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SENTENCING - Robbery and extortion - Sentencing precedents or starting point - Deportation

Friday, December 21, 2018 @ 6:36 AM  

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Appeal by the accused, Belakziz, from a sentence imposed for conspiracy to commit robbery. The accused was a Bank of Montreal employee involved in a romantic relationship with her co-conspirator. The couple and two others formed a plan to rob the bank. The accused provided the group with confidential information regarding the layout of the bank, access codes and silent alarms. On the day of the robbery, the accused decided not to proceed with the plan. The robbery proceeded in any event. The three perpetrators entered the bank masked and armed, secured the doors, threatened violence, and took possession of $12,000. The accused entered a false access code, but ultimately complied following threats. The perpetrators were apprehended shortly after the robbery. They received sentences of between 5.5 and six years. Police eventually connected the accused to the robbery through fingerprints and a handwriting comparison with the robbery plan. The accused pled guilty. A joint submission proposed a sentence of six months less one day plus two years' probation. The sentencing judge rejected the joint submission as demonstrably unfit and imposed a sentence of two years less one day, less six months' credit for pre-trial custody and delay. The accused appealed.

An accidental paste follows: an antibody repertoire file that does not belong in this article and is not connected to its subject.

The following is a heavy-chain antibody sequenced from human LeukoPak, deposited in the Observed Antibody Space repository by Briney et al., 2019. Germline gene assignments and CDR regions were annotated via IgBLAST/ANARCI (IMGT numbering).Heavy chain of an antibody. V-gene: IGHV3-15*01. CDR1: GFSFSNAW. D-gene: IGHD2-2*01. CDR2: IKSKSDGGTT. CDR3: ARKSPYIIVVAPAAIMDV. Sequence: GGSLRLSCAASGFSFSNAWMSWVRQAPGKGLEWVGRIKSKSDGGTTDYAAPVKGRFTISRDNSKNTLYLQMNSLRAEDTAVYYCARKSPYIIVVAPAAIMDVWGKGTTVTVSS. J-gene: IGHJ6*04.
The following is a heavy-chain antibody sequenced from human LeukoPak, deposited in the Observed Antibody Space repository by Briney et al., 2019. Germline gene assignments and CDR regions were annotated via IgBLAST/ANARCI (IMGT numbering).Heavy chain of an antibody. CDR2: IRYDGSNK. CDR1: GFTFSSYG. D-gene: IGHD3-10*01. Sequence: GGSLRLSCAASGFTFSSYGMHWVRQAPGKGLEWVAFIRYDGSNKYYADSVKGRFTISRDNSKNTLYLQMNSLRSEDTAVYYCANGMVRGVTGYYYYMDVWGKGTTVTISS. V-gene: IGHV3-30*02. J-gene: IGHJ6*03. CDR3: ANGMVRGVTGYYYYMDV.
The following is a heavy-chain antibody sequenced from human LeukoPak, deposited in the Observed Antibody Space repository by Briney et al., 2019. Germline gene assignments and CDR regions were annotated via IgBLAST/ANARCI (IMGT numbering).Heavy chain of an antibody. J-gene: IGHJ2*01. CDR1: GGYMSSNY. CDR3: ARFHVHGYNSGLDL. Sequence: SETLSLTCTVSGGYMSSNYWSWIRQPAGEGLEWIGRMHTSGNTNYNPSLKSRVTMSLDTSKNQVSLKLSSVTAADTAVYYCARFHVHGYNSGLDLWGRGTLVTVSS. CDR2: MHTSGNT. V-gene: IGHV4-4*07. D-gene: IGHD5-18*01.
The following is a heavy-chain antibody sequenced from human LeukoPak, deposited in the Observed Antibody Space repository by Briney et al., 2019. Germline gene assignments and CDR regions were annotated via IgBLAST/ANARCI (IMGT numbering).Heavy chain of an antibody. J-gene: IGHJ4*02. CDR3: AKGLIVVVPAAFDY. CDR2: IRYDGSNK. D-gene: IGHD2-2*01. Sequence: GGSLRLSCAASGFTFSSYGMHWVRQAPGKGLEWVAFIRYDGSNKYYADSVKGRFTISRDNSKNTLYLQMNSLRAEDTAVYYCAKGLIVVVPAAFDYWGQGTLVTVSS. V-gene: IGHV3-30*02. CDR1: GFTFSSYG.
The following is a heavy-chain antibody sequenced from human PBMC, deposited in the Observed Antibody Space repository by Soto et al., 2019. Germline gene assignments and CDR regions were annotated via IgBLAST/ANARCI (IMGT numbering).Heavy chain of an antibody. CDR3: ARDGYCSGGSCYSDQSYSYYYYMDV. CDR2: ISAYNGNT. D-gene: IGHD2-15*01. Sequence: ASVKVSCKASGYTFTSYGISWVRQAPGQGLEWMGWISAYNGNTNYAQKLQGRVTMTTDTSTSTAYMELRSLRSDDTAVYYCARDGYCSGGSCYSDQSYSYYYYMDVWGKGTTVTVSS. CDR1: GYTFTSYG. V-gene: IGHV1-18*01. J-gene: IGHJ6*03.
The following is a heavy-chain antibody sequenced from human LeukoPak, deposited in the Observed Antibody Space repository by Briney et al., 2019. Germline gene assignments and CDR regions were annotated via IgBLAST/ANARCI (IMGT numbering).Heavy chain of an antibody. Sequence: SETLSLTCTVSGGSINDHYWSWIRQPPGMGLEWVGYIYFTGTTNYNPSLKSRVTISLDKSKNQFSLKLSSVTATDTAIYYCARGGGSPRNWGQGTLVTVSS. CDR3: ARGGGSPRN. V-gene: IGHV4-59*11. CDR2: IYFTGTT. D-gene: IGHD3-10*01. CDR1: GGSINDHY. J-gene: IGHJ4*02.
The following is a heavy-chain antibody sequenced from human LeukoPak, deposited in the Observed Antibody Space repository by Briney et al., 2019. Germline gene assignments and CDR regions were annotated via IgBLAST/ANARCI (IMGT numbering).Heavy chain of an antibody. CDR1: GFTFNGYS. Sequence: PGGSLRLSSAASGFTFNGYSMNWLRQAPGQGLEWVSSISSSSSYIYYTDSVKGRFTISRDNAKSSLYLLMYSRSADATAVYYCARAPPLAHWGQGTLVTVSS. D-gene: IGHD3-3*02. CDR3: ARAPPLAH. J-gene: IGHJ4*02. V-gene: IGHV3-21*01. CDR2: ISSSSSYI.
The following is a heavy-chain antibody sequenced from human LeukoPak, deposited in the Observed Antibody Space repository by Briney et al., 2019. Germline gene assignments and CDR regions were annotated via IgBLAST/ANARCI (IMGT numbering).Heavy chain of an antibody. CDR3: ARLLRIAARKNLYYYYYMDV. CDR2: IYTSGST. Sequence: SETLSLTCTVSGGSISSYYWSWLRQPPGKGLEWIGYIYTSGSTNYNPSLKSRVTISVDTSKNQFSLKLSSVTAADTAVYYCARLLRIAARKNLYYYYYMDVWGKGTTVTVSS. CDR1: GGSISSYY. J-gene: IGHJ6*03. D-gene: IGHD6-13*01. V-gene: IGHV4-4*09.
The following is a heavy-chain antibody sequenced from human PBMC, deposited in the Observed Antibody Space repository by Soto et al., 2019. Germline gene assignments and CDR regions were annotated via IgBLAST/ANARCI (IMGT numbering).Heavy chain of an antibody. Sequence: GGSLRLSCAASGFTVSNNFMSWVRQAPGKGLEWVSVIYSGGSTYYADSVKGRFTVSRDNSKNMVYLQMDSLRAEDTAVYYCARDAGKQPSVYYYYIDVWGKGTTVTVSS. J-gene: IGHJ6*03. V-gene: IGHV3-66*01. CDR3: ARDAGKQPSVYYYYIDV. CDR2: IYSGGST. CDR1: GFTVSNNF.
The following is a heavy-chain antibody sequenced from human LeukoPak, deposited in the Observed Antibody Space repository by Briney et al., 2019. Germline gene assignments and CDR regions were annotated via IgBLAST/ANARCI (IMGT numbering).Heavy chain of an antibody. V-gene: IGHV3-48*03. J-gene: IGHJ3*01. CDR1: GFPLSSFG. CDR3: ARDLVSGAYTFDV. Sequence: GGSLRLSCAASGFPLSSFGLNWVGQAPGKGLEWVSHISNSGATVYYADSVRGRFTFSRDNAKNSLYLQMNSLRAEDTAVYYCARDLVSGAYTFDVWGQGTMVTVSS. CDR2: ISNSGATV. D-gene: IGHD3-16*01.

HELD: Appeal allowed. The sentencing judge reverse-engineered the joint submission analysis by inappropriately determining the appropriate sentence and comparing it to the joint submission. The proper analysis involved starting with the basis for the joint submission to determine whether something apart from the length of the sentence engaged the broader public interest or the repute of the administration of justice. It was an error of principle to employ a demonstrable unfitness test. In addition, the sentencing judge under-emphasized the accused's abandonment of the plan and attempt to thwart the robbery, as the accused's role in the conspiracy was anomalous in many respects. The joint submission, while arguably lenient, was not so disconnected from the offence and the offender as to bring the administration of justice into disrepute. The sentence imposed was set aside and replaced with that contemplated by the joint submission. Sentence: six months less one day of imprisonment; two years' probation.

R. v. Belakziz, [2018] A.J. No. 1313, Alberta Court of Appeal, M.S. Paperny, F.F. Slatter and B.K. O'Ferrall JJ.A., November 8, 2018. Digest No. TLD-December172018010